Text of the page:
By Colin Such
British stamps with errors of denomination are few and far between. They usually arise when the Post Office has raised postage rates after the printing of a commemorative set and before its release.
Here at Warwick & Warwick, we have been fortunate to see and handle quite a number of significant error stamps in recent years – which always attract great interest at auction.
The 1988 Christmas 13p is a fine example of a stamp with an error of denomination appearing on the open market. They had been printed by the Post Office and were ready for distribution to the post office branches when a rate rise was announced for 2nd class postage, from 13p to 14p. This was just prior to Christmas and the Post Office wanted to profit from the massive increase in usage of 2nd class postage caused by the mailing of Christmas cards. The additional revenue gained from the rate increase would dwarf the cost of reprinting the 2nd class postage stamps.
Very quickly, the Post Office organised the reprinting of the 13p Christmas stamp in the denomination 14p. All of the stock of stamps inscribed 13p was destroyed.
However, the story goes that they had overlooked the fact that work had started on the insertion into the 1988 yearbooks of the 1988 commemorative issues, including the 1988 Christmas set containing the 13p denomination. A certain number of these yearbooks were subsequently sold containing the 13p stamp, which should not have been issued.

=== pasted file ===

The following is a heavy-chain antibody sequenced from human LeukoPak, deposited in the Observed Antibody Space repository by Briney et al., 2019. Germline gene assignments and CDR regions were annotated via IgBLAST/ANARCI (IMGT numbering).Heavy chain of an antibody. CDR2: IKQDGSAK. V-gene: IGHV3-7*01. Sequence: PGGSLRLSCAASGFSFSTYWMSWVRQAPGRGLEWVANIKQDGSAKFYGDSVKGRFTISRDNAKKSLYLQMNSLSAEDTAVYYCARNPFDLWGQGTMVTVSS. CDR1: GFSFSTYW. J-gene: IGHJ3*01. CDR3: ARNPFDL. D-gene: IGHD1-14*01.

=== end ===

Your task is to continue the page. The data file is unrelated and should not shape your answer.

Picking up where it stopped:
Warwick and Warwick were one of the first auction houses to report this find and auction one of these stamps back in August 1989 (as shown in the press clipping below).
The mint stamp sold for more than £3,000. Several have surfaced subsequently and it is now catalogued at £12,000 in mint condition.
In September 2010, a Warwick & Warwick auction contained an interesting Royal Mail first day cover of the full set of five 1988 Christmas stamps, including the rare 13p denomination rather than the correctly-issued 14p denomination.
The cover was postmarked at Paddington on November 15th, the official first day of issue. This suggests that not all of the 13p errors came from the 1988 yearbooks, as it is unlikely that a collector would have purchased a yearbook on the day of issue and immediately removed one of the sets of stamps to affix to a first day cover.
At present, 10 of these stamps have been recorded in mint condition - 1 used and 3 on first day covers. The cover realised £2,760.
In a February 2011 sale, we were privileged to offer another rare error of denomination.
This time the error was on the 1979 Rowland Hill miniature sheet. As issued, the sheet contained denominations of 10p, 11½p, 13p and 15p. However, there had been rate rises prior to the issue of this commemorative set and the sheet in question contained denominations of 9p, 10½p, 11p and 13p. Of course, the entire stock should have been pulped, and how a few escaped the pulping is unknown. Only three had been reported at the time.
The current catalogue price is £40,000 - proving how much British stamp errors and misprinted stamps are potentially worth.
If you have a stamp with a denomination error or any other rare stamps which you’d like to be valued, please get in touch for expert assistance.